Boulder was the hub. Between the Fox Theater, the Boulder Theater, or the more intimate and beloved Tulagi, there was something to see in Boulder every week without fail. Performers would often do two nights in Boulder. If not, or if that wasn't enough, there was also Denver, home of the Fillmore, the Gothic Theater, and Quixotes, as well as the Aggie Theater in Fort Collins. All you had to do to fit in in Ft. Collins was replace your Patagonia with Carhartt and you were good to go. For outdoors open sky venues, always a weather risk in CO, there was Red Rocks and Mishawaka. Slightly farther away was a super fun heady venue called State Bridge Lodge.

Instead of Phish Big Cypress in Florida (which I may not have gone to anyway) I spent Y2K New Year's Eve 12/31/99 seeing Peter Rowan, Sam Bush and Leftover Salmon in Denver.

Except for maybe San Francisco I can't think of any place better positioned in the late 1990's for this type of music. Certainly no other smaller cities had what Boulder had - a confluence of outdoor activities, hippie vibe, and music scene. OK, maybe Burlington, VT or Asheville, NC or Eugene, OR or Athens, GA or Santa Cruz, CA...but that would have probably been to a lesser extent wherever you went.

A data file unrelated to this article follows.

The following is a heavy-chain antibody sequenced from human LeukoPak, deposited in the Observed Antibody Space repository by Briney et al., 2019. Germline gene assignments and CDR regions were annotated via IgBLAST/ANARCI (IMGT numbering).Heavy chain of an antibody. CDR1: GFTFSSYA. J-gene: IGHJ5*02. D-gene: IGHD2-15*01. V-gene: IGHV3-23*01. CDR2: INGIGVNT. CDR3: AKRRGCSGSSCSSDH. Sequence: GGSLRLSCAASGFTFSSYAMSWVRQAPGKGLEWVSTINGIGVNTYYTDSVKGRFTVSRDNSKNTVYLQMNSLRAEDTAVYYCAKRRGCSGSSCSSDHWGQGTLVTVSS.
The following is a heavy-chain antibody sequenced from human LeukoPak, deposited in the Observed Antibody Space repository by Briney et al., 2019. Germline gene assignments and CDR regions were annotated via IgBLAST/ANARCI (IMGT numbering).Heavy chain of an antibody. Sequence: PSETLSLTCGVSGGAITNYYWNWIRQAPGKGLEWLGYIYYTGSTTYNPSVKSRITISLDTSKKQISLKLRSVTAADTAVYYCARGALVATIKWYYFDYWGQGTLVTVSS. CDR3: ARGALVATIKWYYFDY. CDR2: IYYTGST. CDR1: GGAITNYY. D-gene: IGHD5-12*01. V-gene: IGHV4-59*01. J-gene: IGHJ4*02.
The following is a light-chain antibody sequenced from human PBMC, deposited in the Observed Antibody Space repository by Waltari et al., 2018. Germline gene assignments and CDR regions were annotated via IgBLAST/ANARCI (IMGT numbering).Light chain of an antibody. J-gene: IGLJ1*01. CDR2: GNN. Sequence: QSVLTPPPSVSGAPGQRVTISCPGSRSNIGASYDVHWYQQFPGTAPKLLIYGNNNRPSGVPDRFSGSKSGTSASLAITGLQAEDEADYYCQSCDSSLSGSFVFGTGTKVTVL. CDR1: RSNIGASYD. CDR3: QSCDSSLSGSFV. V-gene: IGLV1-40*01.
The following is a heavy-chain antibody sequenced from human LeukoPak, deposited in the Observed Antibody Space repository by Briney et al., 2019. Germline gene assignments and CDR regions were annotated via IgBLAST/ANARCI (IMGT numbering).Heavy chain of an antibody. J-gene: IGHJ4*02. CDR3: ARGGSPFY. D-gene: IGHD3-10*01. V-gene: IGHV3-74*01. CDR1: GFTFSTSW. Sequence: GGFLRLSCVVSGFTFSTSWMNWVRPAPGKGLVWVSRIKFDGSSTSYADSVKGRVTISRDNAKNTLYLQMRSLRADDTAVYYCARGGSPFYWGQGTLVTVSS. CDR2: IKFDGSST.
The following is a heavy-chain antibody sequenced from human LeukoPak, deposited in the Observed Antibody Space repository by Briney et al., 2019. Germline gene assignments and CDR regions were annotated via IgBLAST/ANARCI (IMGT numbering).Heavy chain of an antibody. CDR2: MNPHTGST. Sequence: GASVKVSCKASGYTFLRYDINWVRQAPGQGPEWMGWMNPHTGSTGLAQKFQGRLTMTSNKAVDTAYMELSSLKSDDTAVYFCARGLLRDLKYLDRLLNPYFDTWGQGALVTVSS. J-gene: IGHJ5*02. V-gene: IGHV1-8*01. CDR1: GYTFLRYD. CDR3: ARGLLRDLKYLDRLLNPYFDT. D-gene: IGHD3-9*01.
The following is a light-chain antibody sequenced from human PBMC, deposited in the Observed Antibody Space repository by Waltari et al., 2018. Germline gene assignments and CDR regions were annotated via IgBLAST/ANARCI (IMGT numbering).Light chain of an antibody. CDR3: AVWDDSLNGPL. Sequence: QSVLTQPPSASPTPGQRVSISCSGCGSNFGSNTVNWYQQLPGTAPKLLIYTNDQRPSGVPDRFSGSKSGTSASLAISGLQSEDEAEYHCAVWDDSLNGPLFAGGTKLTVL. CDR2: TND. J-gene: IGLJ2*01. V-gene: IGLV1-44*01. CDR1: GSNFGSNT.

The list of bands that rolled through included Karl Denson's Tiny Universe, Dark Star Orchestra, Sound Tribe Sector Nine, moe., The Big Wu, Phil and Friends, Strangefolk, Steve Kimock, and many, many more. Of course the local scene was already well carved by local heroes String Cheese Incident and Leftover Salmon, and just before we moved to CO there was internet talk of an awesome bluegrass band with unheard of jamband sensibilities called Yonder Mountain String Band. In fact, that word of mouth buzz was probably the tipping point in feeling assured enough to make the move. I placed a lot of faith in a hunch that Yonder was going to be great. And they were.